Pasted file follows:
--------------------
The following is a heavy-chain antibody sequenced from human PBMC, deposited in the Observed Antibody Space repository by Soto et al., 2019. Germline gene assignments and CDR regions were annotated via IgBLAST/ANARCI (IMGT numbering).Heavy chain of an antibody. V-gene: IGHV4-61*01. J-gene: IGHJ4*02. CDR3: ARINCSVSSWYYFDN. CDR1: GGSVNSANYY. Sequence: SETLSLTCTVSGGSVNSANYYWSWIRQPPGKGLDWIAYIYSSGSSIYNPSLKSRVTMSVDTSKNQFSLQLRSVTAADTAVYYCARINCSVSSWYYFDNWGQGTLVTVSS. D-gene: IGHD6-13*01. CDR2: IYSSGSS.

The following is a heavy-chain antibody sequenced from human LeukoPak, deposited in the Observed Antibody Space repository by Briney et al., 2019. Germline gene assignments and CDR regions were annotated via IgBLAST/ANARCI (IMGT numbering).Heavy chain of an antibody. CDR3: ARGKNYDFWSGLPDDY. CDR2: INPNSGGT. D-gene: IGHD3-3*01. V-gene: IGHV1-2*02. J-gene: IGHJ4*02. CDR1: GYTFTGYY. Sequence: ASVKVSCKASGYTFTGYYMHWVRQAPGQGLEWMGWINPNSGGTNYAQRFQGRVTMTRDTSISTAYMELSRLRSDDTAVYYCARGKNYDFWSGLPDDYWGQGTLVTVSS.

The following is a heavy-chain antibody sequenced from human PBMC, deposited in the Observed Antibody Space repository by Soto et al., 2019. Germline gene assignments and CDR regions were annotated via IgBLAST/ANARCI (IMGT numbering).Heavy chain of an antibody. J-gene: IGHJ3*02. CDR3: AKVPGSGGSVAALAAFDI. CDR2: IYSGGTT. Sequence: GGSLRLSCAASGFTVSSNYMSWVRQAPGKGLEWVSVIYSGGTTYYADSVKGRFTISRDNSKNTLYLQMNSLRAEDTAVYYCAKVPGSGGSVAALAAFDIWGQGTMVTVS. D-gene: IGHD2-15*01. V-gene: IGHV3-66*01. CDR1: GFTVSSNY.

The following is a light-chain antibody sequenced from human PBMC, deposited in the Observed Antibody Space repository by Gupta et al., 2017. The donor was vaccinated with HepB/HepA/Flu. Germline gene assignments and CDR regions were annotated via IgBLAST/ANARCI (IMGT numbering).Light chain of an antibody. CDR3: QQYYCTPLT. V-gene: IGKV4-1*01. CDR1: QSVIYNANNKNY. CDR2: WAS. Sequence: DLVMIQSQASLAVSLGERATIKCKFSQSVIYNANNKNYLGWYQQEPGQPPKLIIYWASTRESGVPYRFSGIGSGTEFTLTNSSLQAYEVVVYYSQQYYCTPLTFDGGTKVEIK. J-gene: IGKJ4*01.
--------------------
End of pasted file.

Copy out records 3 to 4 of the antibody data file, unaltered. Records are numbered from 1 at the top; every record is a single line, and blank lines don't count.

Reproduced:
The following is a heavy-chain antibody sequenced from human PBMC, deposited in the Observed Antibody Space repository by Soto et al., 2019. Germline gene assignments and CDR regions were annotated via IgBLAST/ANARCI (IMGT numbering).Heavy chain of an antibody. J-gene: IGHJ3*02. CDR3: AKVPGSGGSVAALAAFDI. CDR2: IYSGGTT. Sequence: GGSLRLSCAASGFTVSSNYMSWVRQAPGKGLEWVSVIYSGGTTYYADSVKGRFTISRDNSKNTLYLQMNSLRAEDTAVYYCAKVPGSGGSVAALAAFDIWGQGTMVTVS. D-gene: IGHD2-15*01. V-gene: IGHV3-66*01. CDR1: GFTVSSNY.

The following is a light-chain antibody sequenced from human PBMC, deposited in the Observed Antibody Space repository by Gupta et al., 2017. The donor was vaccinated with HepB/HepA/Flu. Germline gene assignments and CDR regions were annotated via IgBLAST/ANARCI (IMGT numbering).Light chain of an antibody. CDR3: QQYYCTPLT. V-gene: IGKV4-1*01. CDR1: QSVIYNANNKNY. CDR2: WAS. Sequence: DLVMIQSQASLAVSLGERATIKCKFSQSVIYNANNKNYLGWYQQEPGQPPKLIIYWASTRESGVPYRFSGIGSGTEFTLTNSSLQAYEVVVYYSQQYYCTPLTFDGGTKVEIK. J-gene: IGKJ4*01.